Of particular interest to the present invention, access catheters are often pre-packaged with both a needle and a guidewire where the needle is coaxially received over the guidewire and the catheter is coaxially received over the needle. The needle extends just beyond the distal tip of the catheter so that the assembly of the needle and catheter can be introduced into the vein or other vessel. As soon as entry into the vein is detected, typically by observing flashback, the guidewire can be advanced into the venous lumen, the catheter advanced over the guidewire, and both the needle and guidewire then removed from the catheter, leaving the catheter available for attachment to sources of fluids, drugs or other intravenous materials.
Removal of the needle and guidewire can be problematic as they have a tendency to carry patient blood and risk the treating personnel to exposure. This can be a particular problem in the case of guidewires having a helical or other shaped tip, such as those described in at least some of the published U.S. patent applications listed below.
For these reasons, it would be desirable to provide systems and methods for use with intravenous and other vascular access catheters to reduce the risk of blood loss and spattering where guidewires and/or needles are withdrawn from the catheter after placement. It would be particularly desirable if such methods and devices were compatible with venous catheters having automatic needle and guidewire retraction mechanisms, as described in the patent publications listed below. At least some of these objectives will be met by the invention as described herein.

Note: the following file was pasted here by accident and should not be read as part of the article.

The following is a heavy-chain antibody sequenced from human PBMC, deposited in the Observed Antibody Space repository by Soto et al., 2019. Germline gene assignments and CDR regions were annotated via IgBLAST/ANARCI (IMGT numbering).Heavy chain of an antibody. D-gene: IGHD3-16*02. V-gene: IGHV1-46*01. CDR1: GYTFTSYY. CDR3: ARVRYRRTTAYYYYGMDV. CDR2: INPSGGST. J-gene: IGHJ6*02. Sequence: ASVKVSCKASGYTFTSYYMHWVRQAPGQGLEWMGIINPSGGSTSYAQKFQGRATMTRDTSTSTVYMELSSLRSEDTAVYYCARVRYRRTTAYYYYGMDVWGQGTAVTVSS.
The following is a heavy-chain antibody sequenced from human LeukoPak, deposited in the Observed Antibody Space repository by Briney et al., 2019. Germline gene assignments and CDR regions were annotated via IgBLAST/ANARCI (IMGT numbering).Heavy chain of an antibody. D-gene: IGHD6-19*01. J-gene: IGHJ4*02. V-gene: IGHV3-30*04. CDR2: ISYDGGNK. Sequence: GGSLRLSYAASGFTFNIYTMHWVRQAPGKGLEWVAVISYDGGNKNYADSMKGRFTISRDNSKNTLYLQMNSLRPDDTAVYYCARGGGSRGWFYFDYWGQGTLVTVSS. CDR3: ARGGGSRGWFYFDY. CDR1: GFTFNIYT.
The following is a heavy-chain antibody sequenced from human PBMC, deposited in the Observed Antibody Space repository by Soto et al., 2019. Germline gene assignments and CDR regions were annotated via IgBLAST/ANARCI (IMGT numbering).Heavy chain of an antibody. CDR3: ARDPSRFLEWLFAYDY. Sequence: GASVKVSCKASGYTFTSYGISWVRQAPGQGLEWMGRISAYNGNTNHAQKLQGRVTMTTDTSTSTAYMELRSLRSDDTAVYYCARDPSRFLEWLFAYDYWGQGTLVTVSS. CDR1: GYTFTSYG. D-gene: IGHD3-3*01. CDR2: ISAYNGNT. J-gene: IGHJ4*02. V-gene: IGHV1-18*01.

2. Background Art
The subject matter of the present invention is related to the following U.S. patent publications, the disclosures of which are hereby incorporated by reference in their entirety. Each of the various embodiments of an intravenous catheter insertion device described in these patent applications can be combined with the intravenous catheter of the present invention to create an intravenous catheter system.